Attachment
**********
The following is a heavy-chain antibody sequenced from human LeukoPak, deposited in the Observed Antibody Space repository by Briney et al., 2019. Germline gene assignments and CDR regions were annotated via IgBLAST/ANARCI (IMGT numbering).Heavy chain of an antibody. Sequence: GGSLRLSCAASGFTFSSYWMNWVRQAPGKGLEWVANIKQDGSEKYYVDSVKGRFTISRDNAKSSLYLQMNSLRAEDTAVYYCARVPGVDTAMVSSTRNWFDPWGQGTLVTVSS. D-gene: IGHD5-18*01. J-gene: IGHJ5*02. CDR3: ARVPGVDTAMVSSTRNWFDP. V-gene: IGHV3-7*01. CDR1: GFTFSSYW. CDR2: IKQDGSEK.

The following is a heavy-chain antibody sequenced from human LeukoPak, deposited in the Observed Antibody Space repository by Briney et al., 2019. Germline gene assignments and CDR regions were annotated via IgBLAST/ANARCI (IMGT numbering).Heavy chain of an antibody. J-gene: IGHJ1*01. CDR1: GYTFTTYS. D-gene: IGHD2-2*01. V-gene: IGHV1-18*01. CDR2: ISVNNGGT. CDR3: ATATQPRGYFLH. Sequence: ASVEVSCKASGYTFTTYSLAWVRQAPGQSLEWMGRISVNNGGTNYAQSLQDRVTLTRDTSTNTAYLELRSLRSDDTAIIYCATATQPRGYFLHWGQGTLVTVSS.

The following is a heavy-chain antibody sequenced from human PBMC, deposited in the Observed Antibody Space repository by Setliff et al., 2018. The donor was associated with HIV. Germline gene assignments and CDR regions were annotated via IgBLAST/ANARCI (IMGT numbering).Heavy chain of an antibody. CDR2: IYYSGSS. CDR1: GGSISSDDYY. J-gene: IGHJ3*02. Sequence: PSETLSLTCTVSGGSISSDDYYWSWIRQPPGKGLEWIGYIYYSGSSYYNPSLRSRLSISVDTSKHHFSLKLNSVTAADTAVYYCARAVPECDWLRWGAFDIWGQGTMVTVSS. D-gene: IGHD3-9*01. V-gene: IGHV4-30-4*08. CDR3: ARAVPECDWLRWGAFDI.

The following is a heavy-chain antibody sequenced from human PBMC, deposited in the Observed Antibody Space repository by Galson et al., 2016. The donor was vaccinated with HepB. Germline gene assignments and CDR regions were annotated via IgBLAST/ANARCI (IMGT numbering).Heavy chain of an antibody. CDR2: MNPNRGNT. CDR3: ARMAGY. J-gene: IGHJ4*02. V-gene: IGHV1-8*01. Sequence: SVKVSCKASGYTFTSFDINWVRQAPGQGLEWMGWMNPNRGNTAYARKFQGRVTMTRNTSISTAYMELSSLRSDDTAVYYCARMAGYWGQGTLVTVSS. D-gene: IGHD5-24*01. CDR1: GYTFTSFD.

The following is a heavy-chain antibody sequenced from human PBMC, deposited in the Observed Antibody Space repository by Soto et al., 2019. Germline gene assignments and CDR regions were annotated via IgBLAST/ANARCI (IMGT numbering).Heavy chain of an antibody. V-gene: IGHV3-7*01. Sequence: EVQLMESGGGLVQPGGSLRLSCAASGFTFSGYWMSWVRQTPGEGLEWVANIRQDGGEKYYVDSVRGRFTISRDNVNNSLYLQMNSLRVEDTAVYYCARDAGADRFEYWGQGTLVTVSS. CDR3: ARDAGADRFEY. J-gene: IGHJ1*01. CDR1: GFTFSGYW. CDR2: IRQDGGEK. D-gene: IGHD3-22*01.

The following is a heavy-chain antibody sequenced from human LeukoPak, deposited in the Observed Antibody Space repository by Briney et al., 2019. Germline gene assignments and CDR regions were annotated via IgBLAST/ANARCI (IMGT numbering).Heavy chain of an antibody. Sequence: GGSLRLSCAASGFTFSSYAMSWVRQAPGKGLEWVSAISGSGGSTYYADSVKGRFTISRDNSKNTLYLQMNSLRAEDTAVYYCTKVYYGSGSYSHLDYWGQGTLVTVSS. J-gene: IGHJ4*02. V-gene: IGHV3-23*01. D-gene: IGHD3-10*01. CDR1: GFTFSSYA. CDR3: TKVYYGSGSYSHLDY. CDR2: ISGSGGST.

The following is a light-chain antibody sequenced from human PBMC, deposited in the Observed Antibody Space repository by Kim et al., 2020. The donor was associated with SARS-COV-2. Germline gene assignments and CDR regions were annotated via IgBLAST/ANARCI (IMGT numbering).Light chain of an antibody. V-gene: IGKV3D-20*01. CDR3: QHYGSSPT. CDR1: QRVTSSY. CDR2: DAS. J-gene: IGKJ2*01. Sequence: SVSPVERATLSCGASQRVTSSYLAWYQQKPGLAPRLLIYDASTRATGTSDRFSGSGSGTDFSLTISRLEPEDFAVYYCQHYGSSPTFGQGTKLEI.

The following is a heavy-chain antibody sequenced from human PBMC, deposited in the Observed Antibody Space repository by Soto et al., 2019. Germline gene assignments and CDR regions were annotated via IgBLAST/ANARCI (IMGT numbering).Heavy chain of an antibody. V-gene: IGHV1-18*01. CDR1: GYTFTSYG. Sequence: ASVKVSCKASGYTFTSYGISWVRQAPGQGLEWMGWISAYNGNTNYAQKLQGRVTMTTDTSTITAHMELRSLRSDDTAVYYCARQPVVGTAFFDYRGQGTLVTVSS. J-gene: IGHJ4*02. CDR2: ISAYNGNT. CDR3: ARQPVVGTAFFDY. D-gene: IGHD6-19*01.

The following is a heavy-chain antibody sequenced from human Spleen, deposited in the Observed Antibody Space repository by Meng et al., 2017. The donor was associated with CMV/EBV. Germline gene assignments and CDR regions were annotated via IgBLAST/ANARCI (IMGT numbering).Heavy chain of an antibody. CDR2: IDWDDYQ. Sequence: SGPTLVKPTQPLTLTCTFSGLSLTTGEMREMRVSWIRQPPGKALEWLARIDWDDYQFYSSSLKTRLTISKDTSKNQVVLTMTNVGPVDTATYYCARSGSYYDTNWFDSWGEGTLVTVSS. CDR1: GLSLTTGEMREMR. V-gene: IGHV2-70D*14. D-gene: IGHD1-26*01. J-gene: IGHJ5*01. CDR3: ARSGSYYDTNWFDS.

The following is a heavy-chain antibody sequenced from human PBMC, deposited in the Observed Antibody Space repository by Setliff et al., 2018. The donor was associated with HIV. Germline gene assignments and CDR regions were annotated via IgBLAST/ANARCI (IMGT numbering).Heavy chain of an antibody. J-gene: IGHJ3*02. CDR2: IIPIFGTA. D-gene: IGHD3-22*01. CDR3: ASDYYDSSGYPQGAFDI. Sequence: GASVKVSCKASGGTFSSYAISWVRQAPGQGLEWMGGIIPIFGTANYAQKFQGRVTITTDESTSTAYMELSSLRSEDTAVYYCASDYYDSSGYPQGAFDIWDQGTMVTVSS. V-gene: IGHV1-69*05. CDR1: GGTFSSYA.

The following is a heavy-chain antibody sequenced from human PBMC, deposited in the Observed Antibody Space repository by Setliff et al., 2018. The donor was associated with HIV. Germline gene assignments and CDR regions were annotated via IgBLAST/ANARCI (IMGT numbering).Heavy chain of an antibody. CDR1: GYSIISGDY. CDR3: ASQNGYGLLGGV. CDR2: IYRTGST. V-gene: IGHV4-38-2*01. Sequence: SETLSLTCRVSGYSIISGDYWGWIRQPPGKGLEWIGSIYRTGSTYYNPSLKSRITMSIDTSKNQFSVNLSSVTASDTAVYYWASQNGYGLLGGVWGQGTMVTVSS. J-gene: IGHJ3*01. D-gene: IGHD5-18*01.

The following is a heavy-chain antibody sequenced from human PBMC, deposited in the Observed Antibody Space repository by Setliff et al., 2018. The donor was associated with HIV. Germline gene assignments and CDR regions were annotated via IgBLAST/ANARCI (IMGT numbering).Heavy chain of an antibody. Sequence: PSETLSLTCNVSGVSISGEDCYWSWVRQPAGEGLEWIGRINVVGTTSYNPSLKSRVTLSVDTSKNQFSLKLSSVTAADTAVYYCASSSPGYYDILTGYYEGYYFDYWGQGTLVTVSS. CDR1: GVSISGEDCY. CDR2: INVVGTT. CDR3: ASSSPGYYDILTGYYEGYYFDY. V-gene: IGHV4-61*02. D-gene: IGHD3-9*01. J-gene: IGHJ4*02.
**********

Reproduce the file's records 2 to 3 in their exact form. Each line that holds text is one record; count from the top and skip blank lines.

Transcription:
The following is a heavy-chain antibody sequenced from human LeukoPak, deposited in the Observed Antibody Space repository by Briney et al., 2019. Germline gene assignments and CDR regions were annotated via IgBLAST/ANARCI (IMGT numbering).Heavy chain of an antibody. J-gene: IGHJ1*01. CDR1: GYTFTTYS. D-gene: IGHD2-2*01. V-gene: IGHV1-18*01. CDR2: ISVNNGGT. CDR3: ATATQPRGYFLH. Sequence: ASVEVSCKASGYTFTTYSLAWVRQAPGQSLEWMGRISVNNGGTNYAQSLQDRVTLTRDTSTNTAYLELRSLRSDDTAIIYCATATQPRGYFLHWGQGTLVTVSS.

The following is a heavy-chain antibody sequenced from human PBMC, deposited in the Observed Antibody Space repository by Setliff et al., 2018. The donor was associated with HIV. Germline gene assignments and CDR regions were annotated via IgBLAST/ANARCI (IMGT numbering).Heavy chain of an antibody. CDR2: IYYSGSS. CDR1: GGSISSDDYY. J-gene: IGHJ3*02. Sequence: PSETLSLTCTVSGGSISSDDYYWSWIRQPPGKGLEWIGYIYYSGSSYYNPSLRSRLSISVDTSKHHFSLKLNSVTAADTAVYYCARAVPECDWLRWGAFDIWGQGTMVTVSS. D-gene: IGHD3-9*01. V-gene: IGHV4-30-4*08. CDR3: ARAVPECDWLRWGAFDI.